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Vaccination provokes a response

World Vision
23 January 2015 by Tari Turner
Vaccination provokes a response

4-year-old Yash and his mother Shweta are happy that he is up to date with his vaccinations. World Vision staff have been educating families in this community about the importance of immunisation, so that women like Shweta can pass the message on to others. Photo by Annila Harris, World Vision

Forgive the terrible play on words but vaccines are, after all, designed to do exactly that. My little boy, Oscar, is almost four. He’s got just one more vaccination to go before he completes his childhood immunisation schedule. I can’t pretend that I love taking him to be immunised, holding him tightly on my lap while a nurse jabs his chubby little legs.

But I am so relieved that he’s protected from almost a dozen illnesses, including a disease that killed a friend of mine, and illnesses I had to suffer through when I was a kid, like chicken pox. And I’m also immensely aware of how grateful I should be for what for our family is a slight inconvenience, and what for so many families across the globe is an unattainable privilege.

First, some facts:
Immunisation prevents more than two million deaths each year.
• Immunisation is widely acknowledged to be one of the most effective (and cost-effective) public health interventions of all time.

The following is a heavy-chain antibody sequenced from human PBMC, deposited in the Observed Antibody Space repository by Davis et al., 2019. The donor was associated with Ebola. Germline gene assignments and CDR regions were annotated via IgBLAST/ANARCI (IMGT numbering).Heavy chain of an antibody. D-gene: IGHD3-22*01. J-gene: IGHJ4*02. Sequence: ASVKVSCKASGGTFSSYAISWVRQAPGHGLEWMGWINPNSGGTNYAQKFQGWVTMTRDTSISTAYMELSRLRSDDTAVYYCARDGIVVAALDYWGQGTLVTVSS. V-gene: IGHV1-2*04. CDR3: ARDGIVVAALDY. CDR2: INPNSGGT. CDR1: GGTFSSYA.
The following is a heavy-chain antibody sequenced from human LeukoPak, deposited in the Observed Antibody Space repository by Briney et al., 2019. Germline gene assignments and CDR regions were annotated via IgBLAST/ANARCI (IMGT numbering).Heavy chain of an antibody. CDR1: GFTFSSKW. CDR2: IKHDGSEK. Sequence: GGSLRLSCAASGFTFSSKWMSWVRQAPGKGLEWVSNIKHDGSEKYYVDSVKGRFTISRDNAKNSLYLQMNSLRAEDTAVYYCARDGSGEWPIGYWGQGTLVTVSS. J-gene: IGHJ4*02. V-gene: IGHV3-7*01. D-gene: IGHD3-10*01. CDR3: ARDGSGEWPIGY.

• In our lifetime, immunisation programs have resulted in eradication of smallpox, near-eradication of polio and a 78% fall in measles deaths between 2000 and 2012. If, like me, you are too young to remember smallpox, the photos of that time should be enough to convince you that eradication was a glorious moment for the world.
One child dies every 20 seconds from a disease preventable by immunisation.
• In 2013, 22 million children missed out on immunisations that could save their lives.

For all these reasons and more, immunisation is a key part of World Vision’s approach to ensuring the health and wellbeing of children in the communities we serve.

Four-month-old Blessing Auma is being immunised against polio at her local health centre. Photo by Simon Peter Esaku, World Vision

Four-month-old Blessing Auma is being immunised against polio at her local health centre. Photo by Simon Peter Esaku, World Vision

Immunisation means making a person immune or resistant to a disease. Vaccines are a common method of immunisation. Vaccines stimulate a person’s immune system to protect them from future infections.

The topic of immunisation also seems to provoke a response, so before we go on, it is worth noting that research evidence convincingly demonstrates:

• that in both developing and developed countries immunisation is vital to prevent deaths (as recent measles outbreaks in Australia and beyond show);
• that vaccines do not cause autism (see, for example, this analysis including 1,256,407 children)
• that the risks of vaccinations are far outweighed by the benefits
• that by increasing immunisation rates we could prevent another two million child deaths each year.

That last point is the driver for much of the work we do at World Vision to support immunisation. As part of our 7-11 health strategy we work to make sure communities, and particularly mothers and fathers, understand the value of immunisation.  We also help to ensure that local health systems have the equipment, appropriately trained staff and resources needed to provide the full range of childhood immunisations.